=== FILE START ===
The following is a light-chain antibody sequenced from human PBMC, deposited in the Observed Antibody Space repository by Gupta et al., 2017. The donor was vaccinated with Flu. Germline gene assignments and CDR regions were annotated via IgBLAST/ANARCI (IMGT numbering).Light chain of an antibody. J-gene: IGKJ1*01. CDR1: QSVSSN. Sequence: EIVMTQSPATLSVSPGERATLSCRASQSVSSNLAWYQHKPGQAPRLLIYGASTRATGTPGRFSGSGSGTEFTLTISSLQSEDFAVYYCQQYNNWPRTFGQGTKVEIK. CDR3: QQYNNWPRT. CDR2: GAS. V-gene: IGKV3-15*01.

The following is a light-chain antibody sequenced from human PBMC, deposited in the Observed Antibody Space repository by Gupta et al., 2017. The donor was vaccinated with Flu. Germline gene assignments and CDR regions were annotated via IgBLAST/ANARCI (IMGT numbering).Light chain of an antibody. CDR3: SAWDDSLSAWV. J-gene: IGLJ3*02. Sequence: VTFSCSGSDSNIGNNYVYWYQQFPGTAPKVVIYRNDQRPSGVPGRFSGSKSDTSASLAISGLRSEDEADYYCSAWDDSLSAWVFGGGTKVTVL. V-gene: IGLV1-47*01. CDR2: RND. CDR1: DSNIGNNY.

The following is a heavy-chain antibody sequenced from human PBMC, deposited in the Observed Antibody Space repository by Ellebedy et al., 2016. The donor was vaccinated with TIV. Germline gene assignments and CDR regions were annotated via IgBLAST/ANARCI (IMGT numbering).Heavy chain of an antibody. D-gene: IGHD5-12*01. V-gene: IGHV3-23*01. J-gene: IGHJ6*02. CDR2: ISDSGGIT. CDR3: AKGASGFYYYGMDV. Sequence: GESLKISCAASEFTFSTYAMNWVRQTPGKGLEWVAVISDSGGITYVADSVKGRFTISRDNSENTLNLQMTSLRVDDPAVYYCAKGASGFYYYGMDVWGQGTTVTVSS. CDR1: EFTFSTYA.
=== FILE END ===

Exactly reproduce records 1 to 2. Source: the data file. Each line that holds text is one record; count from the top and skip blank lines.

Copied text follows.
The following is a light-chain antibody sequenced from human PBMC, deposited in the Observed Antibody Space repository by Gupta et al., 2017. The donor was vaccinated with Flu. Germline gene assignments and CDR regions were annotated via IgBLAST/ANARCI (IMGT numbering).Light chain of an antibody. J-gene: IGKJ1*01. CDR1: QSVSSN. Sequence: EIVMTQSPATLSVSPGERATLSCRASQSVSSNLAWYQHKPGQAPRLLIYGASTRATGTPGRFSGSGSGTEFTLTISSLQSEDFAVYYCQQYNNWPRTFGQGTKVEIK. CDR3: QQYNNWPRT. CDR2: GAS. V-gene: IGKV3-15*01.

The following is a light-chain antibody sequenced from human PBMC, deposited in the Observed Antibody Space repository by Gupta et al., 2017. The donor was vaccinated with Flu. Germline gene assignments and CDR regions were annotated via IgBLAST/ANARCI (IMGT numbering).Light chain of an antibody. CDR3: SAWDDSLSAWV. J-gene: IGLJ3*02. Sequence: VTFSCSGSDSNIGNNYVYWYQQFPGTAPKVVIYRNDQRPSGVPGRFSGSKSDTSASLAISGLRSEDEADYYCSAWDDSLSAWVFGGGTKVTVL. V-gene: IGLV1-47*01. CDR2: RND. CDR1: DSNIGNNY.